Had he received training in his native language, Rigoberto Valenzuela Morales might not have suffocated under four tons of mud in a Loop 101 trench cave-in.
A burst water pipe five years ago in Scottsdale turned the construction trench into an avalanche of mud that killed the 23-year-old Mexican citizen who lived in Mesa. It also buried another man to his neck and a third to his chest.
While the trench was not shored properly, inadequate safety training also played a part in the death, said Darin Perkins, Arizona Department of Occupational Safety and Health program director.
"In that case and in so many others, if the employees had received training in the language that they understand, then they would, at the very least, not only know some of the basic requirements, but, more importantly, they would be able to recognize when things weren’t right and hopefully act on that knowledge and ask some questions or get themselves out of a dangerous situation."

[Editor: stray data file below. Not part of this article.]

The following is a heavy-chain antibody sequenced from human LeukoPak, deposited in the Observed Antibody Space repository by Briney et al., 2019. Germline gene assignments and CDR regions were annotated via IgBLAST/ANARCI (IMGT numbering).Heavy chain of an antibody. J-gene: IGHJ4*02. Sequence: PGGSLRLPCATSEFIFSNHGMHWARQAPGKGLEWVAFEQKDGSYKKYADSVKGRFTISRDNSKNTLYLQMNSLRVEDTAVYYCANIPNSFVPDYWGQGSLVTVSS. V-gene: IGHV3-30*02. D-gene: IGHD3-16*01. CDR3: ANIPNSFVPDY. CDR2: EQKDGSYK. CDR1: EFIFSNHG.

Efforts are under way to increase the use of Spanish safety manuals and to conduct weekly safety talks in Spanish to help protect Spanishspeaking workers.
"It’s one of these things you have to be at the beginning of the wave before it gets worse and now is the time to try to make those changes," said Julie Pace, a Mesa resident and partner at Stinson Morrison Hecker in Phoenix, where she also leads the firm’s national employment law practice.
Job injury rates for Hispanic workers are significantly higher than the national average, Pace said.